Benjamin F. Wade
was born in June, 1835, at Bristolville, Ohio, where he resided
till he entered the Erie Conference in 1863. He passed away at the home of
his son Frank, in Cleveland, Oct. 14, 1910.
He was one of a class of twenty-three, the largest ever admitted to the
Conference, seventeen of whom have passed over the river two are still in
the active service. In 1858 he married Harriet A.
Clark of Southington, Ohio, a lovely character, and most efficient
co-laborer in all his active ministry. To this union was born one son,
active in the church in Cleveland. Mrs. Wade
died at Chautauqua Sept. 2, 1899, and was buried at Portland. In July.
1906, Brother Wade married Mrs. Prudence Haughton,
a most estimable woman of Southington, whom he had known from boyhood. She
ministered to him faithfully, and was his noble companion the remainder of
his days. Brother Wade’s charges were
Claridon, O.; Hendersonville. Pa.; Hudson, Charlestown, Tailmadge,
Edinburg, Bedford, 0.; Edinboro, Waterford, Pa.; Randolph. Little Valley,
Mayville, Portland, N. Y.; Millerstown. Evansburg, Millvillage, Girard,
Pa., and Portland, N. Y. He came in the days when fierce discussions were
raging. In his youth he was familiar with the men who were persecuted for
liberty. His uncle “Ben,” familiarly
called, was one of the strong personalities in Northern Ohio, rough he
was, but mighty in halls of legislation. Growing up amid such clashing of
intellectual and moral forces, his very soul was permeated with the spirit
of a new age. Not that he was a battler, but the elements of strength and
nobility were strongly marked. There are placid faces, sweet faces,
beautiful faces, may be winsome, vet express nothing, have no outlines, no
virility, no passion for humanity. Tall, erect, slender, he stood like a
pillar supporting great things; wiry, graceful, he seemed meet for the
struggles, battles, toils of a long life; a scholar of no mean
attainments, he was equipped for the questions of church and state,
thoroughly furnished for every good word and work. He had not so much the skill of growing roses in his sermons
as he possessed the art of handling great thoughts and truths; stronger,
than winsome. There were no empty gold plates on his table. His people
never lacked the substantials of the gospel. Shams did not grow in his
dooryard. When a certain doctor was growing rich in his publications and
mysterious “heal everything,” he pricked the bubble of his greatness,
and publications and mystery and doctor disappeared
from view. The truths of redemption were grasped and forcefully presented.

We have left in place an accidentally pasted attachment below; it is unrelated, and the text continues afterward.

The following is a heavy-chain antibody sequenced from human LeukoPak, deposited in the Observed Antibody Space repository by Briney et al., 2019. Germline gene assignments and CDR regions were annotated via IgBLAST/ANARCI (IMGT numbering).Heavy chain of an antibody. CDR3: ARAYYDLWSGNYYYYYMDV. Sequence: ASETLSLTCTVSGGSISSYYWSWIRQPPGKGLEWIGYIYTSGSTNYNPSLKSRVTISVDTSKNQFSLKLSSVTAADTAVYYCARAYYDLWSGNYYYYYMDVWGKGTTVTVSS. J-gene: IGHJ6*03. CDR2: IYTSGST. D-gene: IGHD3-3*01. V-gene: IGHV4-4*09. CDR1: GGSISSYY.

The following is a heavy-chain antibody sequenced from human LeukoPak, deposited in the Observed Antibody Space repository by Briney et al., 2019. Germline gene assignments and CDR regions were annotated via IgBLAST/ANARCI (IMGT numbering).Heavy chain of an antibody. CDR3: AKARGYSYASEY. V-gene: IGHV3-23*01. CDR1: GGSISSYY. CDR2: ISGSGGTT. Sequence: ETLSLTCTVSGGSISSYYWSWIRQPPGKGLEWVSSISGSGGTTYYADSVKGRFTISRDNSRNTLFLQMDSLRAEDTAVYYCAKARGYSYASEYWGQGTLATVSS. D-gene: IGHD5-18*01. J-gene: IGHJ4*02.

Not a prophet heralding “maybes;” not a dweller in the good old past,
just a plodder, just a digger, just minting the coin of the kingdom, just
living in the heart of God day by day: just a plain, everyday honest,
strong, noble-minded son of God; just a true, loving father; just such a
husband as a wife loves and honors and trusts; just such a friend as holds
through thick and thin; just such a pastor as people long remember for his
Godlikeness. He was a sturdy financier for the church. He was scrupulously
exacting to the church property. A country church down at the heels is a
plague-spot, an eyesore; but a neat, well-kept house of God is a perpetual
inspiration to cheer and hope. The gospel can be in the house as well as
in the pulpit. “Mine” and “thine” in the preacher make bold
outlines in the laity. When a man’s word is slipshod, all the roses that
smile and breathe perfume will not hide the defect. When a man grows
loose-jointed in his make-up, his church will be wabbly. From within his
sanctuaries went many a strong character to enrich the centers of life in
the cities. There is more depending on the country parson than on the
city, because city churches are absorbing the country life. His life
centered in a gem, shines out to all of us. ‘‘Toil on, brother, there
are golden harvests. Look up, brother, God is overhead. All the bright
things are in the sky. Darkness, doubt are underneath.
When the day is
done thou wilt find no night, but home, and God’s eternal day.” Brother
Wade was laid to rest in the beautiful cemetery at Portland, N. Y.,
where he twice served as pastor. It was golden autumn day. Many friends
and old parishioners were present. The Rev. H. H.
Clare, pastor at Portland, had charge of the funeral service; the Rev.
R. C. Smith and the Rev. R. N. Stubbs,
classmates, assisted. After a few appropriate remarks by the writer, an
impressive burial service, we turned again to the building of the kingdom.
by R. N. Stubbs. Memoirs of Deceased Preachers, Erie Conference
Journal and Yearbook, 1911, pages 119-121.